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Securing your computer

Hardening your computer is an essential step for securing your personal information and data. However, many people do not know what simple steps can be taken to safeguard their systems.

Hardening a computer involves several steps to form "layers" of protection by using antivirus software protection, regularly downloading and installing the latest computer manufacturer’s and operating system patches and security updates, and disabling unneeded software and applications. This leads to a safer, more secure computer, which is harder to break into. Hardening a computer involves several steps to form layers of protection. This approach to safer computing is often called “defence in depth”.

Applying vendor security patches regularly is the first step to help harden your computing system. Also, many security experts recommend installing a firewall on your computer, if the operating system does already have one. Additional hardening actions include closing server ports, disabling Windows and other programs form file-sharing, and additionally hardening email programs. Tips for hardening computers are listed below, along with several other helpful links on hardening.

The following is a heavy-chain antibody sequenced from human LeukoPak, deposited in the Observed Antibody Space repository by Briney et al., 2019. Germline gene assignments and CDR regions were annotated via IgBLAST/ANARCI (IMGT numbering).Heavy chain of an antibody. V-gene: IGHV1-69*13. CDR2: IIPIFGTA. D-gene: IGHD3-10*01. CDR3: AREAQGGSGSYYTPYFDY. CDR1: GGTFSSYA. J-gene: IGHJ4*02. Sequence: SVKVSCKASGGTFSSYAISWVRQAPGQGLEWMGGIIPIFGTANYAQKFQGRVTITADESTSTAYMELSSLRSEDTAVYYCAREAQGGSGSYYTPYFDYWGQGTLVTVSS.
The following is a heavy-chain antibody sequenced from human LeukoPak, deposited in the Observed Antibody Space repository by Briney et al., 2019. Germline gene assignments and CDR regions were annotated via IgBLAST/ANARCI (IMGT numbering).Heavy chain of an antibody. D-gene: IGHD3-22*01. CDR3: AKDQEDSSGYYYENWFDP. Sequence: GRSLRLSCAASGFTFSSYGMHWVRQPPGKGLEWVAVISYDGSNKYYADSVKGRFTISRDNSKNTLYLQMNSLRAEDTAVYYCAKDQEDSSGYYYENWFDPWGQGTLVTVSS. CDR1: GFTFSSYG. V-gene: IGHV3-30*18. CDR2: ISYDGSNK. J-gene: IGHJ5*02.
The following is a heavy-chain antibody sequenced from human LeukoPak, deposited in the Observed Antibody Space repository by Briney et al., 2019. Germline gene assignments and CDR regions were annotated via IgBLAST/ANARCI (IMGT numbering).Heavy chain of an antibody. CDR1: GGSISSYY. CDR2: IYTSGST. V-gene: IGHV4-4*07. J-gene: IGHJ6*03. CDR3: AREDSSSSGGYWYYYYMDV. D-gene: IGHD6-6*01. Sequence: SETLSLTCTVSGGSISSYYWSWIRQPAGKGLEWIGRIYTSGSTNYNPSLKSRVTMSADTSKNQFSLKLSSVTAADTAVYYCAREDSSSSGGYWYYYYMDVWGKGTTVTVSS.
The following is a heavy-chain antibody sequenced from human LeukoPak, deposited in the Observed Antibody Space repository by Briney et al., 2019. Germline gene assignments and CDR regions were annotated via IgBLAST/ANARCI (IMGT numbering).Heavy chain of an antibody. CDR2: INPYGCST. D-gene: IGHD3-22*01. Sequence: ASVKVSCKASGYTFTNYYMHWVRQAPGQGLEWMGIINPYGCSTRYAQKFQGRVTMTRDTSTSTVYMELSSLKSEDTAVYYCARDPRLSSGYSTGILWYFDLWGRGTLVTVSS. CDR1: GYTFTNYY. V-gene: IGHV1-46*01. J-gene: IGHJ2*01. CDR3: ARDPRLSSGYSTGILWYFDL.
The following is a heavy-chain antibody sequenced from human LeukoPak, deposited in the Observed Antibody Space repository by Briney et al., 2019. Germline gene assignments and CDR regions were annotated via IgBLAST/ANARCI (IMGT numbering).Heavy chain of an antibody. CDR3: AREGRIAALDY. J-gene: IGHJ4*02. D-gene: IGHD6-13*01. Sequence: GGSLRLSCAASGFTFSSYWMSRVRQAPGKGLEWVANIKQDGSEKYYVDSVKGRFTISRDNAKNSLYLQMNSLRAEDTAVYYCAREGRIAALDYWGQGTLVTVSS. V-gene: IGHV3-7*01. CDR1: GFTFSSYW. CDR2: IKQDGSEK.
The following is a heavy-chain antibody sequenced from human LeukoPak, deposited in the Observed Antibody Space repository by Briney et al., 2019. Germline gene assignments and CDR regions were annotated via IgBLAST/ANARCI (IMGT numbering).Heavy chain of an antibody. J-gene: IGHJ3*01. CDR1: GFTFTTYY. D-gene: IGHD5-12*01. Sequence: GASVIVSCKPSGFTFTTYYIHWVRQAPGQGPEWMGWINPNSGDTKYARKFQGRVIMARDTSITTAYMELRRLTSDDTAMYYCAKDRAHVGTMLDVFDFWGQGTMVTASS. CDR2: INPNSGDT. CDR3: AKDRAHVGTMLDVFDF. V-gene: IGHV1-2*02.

Another layer of protection for your computer is to install and regularly use virus and spyware protection software. Scheduling daily automatic definition updates and scans to be performed on your computer are vital steps. Antivirus software and Antispyware software is freely available on the Internet and for a list of products visit http://www.netsafe.org.nz/what-anti-virus-software-should-i-use/

Good computer security is about finding the right balance between hardening your system against potential threats and maintaining usability. If you do not require a particular software application or service it should be disabled and removed. Extra software just requires more work on your part to make it harder for a computer attack to be successful. Adding unnecessary software can lead to your PC spreading a virus or providing a launching pad for attacks against other campus and home systems.

 

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